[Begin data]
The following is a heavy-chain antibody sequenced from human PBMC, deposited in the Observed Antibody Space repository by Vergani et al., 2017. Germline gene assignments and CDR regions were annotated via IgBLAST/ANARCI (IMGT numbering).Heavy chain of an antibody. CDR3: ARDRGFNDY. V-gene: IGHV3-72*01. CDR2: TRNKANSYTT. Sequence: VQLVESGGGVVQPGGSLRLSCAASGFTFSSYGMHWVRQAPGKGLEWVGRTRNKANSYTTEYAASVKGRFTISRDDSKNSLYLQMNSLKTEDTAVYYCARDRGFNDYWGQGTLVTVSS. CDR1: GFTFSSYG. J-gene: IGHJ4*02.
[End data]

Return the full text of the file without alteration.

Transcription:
The following is a heavy-chain antibody sequenced from human PBMC, deposited in the Observed Antibody Space repository by Vergani et al., 2017. Germline gene assignments and CDR regions were annotated via IgBLAST/ANARCI (IMGT numbering).Heavy chain of an antibody. CDR3: ARDRGFNDY. V-gene: IGHV3-72*01. CDR2: TRNKANSYTT. Sequence: VQLVESGGGVVQPGGSLRLSCAASGFTFSSYGMHWVRQAPGKGLEWVGRTRNKANSYTTEYAASVKGRFTISRDDSKNSLYLQMNSLKTEDTAVYYCARDRGFNDYWGQGTLVTVSS. CDR1: GFTFSSYG. J-gene: IGHJ4*02.